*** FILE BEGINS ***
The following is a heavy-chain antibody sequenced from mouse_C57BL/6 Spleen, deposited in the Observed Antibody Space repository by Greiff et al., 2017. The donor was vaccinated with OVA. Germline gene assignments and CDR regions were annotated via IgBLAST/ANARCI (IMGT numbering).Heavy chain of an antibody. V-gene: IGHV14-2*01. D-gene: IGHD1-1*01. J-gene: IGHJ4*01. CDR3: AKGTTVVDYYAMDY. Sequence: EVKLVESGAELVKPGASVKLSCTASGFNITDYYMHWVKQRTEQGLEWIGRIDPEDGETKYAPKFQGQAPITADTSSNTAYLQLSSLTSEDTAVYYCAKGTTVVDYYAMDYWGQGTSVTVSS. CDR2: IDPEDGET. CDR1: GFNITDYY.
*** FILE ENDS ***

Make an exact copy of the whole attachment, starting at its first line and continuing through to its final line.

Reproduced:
The following is a heavy-chain antibody sequenced from mouse_C57BL/6 Spleen, deposited in the Observed Antibody Space repository by Greiff et al., 2017. The donor was vaccinated with OVA. Germline gene assignments and CDR regions were annotated via IgBLAST/ANARCI (IMGT numbering).Heavy chain of an antibody. V-gene: IGHV14-2*01. D-gene: IGHD1-1*01. J-gene: IGHJ4*01. CDR3: AKGTTVVDYYAMDY. Sequence: EVKLVESGAELVKPGASVKLSCTASGFNITDYYMHWVKQRTEQGLEWIGRIDPEDGETKYAPKFQGQAPITADTSSNTAYLQLSSLTSEDTAVYYCAKGTTVVDYYAMDYWGQGTSVTVSS. CDR2: IDPEDGET. CDR1: GFNITDYY.